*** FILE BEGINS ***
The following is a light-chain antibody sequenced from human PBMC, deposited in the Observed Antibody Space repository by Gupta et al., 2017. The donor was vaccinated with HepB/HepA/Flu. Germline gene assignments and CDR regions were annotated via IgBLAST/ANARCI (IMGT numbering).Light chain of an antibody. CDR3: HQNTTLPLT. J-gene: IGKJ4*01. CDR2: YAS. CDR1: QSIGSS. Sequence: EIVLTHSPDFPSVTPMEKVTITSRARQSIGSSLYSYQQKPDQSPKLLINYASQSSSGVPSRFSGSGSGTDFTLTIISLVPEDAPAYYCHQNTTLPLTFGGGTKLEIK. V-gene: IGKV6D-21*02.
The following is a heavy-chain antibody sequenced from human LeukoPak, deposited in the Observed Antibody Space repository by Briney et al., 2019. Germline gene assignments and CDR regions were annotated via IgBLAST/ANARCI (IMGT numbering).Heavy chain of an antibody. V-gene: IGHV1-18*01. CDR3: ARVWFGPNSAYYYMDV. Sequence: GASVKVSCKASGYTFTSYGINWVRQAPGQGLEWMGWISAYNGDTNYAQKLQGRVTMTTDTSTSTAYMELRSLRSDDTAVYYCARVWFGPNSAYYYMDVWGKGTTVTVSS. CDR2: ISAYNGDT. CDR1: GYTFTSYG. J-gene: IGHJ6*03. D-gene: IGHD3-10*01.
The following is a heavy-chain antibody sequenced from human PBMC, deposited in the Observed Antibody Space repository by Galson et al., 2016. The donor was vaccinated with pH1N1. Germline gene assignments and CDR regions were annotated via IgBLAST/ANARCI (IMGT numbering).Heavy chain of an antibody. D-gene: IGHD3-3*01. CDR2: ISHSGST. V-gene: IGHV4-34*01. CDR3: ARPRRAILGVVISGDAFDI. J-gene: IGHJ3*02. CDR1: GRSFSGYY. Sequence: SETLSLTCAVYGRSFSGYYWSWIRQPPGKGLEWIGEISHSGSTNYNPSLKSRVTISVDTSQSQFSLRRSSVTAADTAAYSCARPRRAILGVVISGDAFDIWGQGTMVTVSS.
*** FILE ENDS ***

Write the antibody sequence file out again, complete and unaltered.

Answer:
The following is a light-chain antibody sequenced from human PBMC, deposited in the Observed Antibody Space repository by Gupta et al., 2017. The donor was vaccinated with HepB/HepA/Flu. Germline gene assignments and CDR regions were annotated via IgBLAST/ANARCI (IMGT numbering).Light chain of an antibody. CDR3: HQNTTLPLT. J-gene: IGKJ4*01. CDR2: YAS. CDR1: QSIGSS. Sequence: EIVLTHSPDFPSVTPMEKVTITSRARQSIGSSLYSYQQKPDQSPKLLINYASQSSSGVPSRFSGSGSGTDFTLTIISLVPEDAPAYYCHQNTTLPLTFGGGTKLEIK. V-gene: IGKV6D-21*02.
The following is a heavy-chain antibody sequenced from human LeukoPak, deposited in the Observed Antibody Space repository by Briney et al., 2019. Germline gene assignments and CDR regions were annotated via IgBLAST/ANARCI (IMGT numbering).Heavy chain of an antibody. V-gene: IGHV1-18*01. CDR3: ARVWFGPNSAYYYMDV. Sequence: GASVKVSCKASGYTFTSYGINWVRQAPGQGLEWMGWISAYNGDTNYAQKLQGRVTMTTDTSTSTAYMELRSLRSDDTAVYYCARVWFGPNSAYYYMDVWGKGTTVTVSS. CDR2: ISAYNGDT. CDR1: GYTFTSYG. J-gene: IGHJ6*03. D-gene: IGHD3-10*01.
The following is a heavy-chain antibody sequenced from human PBMC, deposited in the Observed Antibody Space repository by Galson et al., 2016. The donor was vaccinated with pH1N1. Germline gene assignments and CDR regions were annotated via IgBLAST/ANARCI (IMGT numbering).Heavy chain of an antibody. D-gene: IGHD3-3*01. CDR2: ISHSGST. V-gene: IGHV4-34*01. CDR3: ARPRRAILGVVISGDAFDI. J-gene: IGHJ3*02. CDR1: GRSFSGYY. Sequence: SETLSLTCAVYGRSFSGYYWSWIRQPPGKGLEWIGEISHSGSTNYNPSLKSRVTISVDTSQSQFSLRRSSVTAADTAAYSCARPRRAILGVVISGDAFDIWGQGTMVTVSS.